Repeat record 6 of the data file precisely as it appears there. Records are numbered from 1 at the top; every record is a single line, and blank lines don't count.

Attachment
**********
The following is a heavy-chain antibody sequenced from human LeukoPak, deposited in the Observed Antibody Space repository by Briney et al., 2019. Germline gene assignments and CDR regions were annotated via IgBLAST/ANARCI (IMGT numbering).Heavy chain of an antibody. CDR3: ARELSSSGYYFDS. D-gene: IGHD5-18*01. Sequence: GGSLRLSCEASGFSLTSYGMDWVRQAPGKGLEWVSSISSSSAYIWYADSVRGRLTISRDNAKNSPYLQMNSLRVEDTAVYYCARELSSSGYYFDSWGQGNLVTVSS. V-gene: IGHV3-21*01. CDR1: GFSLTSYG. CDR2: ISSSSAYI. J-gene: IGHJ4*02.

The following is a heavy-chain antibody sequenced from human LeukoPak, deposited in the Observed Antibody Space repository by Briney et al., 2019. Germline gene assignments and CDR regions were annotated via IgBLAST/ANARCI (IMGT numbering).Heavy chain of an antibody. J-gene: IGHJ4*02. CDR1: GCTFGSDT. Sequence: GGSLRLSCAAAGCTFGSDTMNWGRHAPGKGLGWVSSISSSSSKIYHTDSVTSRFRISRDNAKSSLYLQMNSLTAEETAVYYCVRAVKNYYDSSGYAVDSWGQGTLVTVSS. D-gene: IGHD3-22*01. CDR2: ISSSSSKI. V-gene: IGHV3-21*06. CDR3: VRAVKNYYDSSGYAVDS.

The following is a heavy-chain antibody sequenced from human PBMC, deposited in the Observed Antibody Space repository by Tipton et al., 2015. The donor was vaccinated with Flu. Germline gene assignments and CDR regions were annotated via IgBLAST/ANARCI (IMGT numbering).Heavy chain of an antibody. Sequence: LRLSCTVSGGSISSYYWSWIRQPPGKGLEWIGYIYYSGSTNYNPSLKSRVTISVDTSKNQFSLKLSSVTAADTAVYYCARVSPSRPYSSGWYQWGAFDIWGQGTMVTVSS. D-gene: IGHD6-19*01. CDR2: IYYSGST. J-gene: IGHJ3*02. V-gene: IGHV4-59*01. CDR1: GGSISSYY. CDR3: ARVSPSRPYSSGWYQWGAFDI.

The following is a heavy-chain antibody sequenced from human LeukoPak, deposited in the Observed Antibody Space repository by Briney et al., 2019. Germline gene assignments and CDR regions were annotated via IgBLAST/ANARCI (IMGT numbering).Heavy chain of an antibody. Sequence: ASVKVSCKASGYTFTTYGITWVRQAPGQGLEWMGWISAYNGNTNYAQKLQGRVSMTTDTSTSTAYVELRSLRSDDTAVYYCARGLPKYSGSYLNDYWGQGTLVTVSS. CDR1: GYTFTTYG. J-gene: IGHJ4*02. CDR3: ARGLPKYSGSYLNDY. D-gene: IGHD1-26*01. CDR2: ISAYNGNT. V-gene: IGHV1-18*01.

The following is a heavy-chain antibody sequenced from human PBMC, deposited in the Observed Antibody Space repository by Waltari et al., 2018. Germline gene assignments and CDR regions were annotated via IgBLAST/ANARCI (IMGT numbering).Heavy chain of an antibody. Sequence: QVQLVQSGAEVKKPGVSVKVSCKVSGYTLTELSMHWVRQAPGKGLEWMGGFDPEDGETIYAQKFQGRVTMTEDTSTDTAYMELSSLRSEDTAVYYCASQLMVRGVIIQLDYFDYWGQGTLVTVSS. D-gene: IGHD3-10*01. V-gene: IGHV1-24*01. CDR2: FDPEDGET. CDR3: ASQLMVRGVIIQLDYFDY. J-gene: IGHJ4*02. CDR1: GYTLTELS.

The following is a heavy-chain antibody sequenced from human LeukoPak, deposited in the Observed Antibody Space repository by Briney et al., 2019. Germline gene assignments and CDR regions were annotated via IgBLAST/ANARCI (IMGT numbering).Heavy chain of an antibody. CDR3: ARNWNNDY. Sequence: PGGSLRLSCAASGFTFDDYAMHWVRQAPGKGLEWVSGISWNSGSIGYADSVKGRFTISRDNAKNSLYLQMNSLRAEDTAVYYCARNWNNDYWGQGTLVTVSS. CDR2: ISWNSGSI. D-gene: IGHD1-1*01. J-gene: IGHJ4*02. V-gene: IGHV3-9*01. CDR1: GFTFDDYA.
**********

The following is a heavy-chain antibody sequenced from human LeukoPak, deposited in the Observed Antibody Space repository by Briney et al., 2019. Germline gene assignments and CDR regions were annotated via IgBLAST/ANARCI (IMGT numbering).Heavy chain of an antibody. CDR3: ARNWNNDY. Sequence: PGGSLRLSCAASGFTFDDYAMHWVRQAPGKGLEWVSGISWNSGSIGYADSVKGRFTISRDNAKNSLYLQMNSLRAEDTAVYYCARNWNNDYWGQGTLVTVSS. CDR2: ISWNSGSI. D-gene: IGHD1-1*01. J-gene: IGHJ4*02. V-gene: IGHV3-9*01. CDR1: GFTFDDYA.